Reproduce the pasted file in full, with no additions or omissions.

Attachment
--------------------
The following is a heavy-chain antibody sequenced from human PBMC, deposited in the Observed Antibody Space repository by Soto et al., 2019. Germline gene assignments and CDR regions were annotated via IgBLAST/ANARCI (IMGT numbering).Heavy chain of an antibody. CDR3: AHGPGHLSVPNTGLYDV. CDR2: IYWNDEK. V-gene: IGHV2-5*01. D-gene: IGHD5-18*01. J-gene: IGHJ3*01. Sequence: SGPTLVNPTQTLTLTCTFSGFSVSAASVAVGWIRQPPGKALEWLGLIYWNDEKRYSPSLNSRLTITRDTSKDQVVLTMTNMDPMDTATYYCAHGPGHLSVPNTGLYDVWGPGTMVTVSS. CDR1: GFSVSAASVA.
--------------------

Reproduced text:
The following is a heavy-chain antibody sequenced from human PBMC, deposited in the Observed Antibody Space repository by Soto et al., 2019. Germline gene assignments and CDR regions were annotated via IgBLAST/ANARCI (IMGT numbering).Heavy chain of an antibody. CDR3: AHGPGHLSVPNTGLYDV. CDR2: IYWNDEK. V-gene: IGHV2-5*01. D-gene: IGHD5-18*01. J-gene: IGHJ3*01. Sequence: SGPTLVNPTQTLTLTCTFSGFSVSAASVAVGWIRQPPGKALEWLGLIYWNDEKRYSPSLNSRLTITRDTSKDQVVLTMTNMDPMDTATYYCAHGPGHLSVPNTGLYDVWGPGTMVTVSS. CDR1: GFSVSAASVA.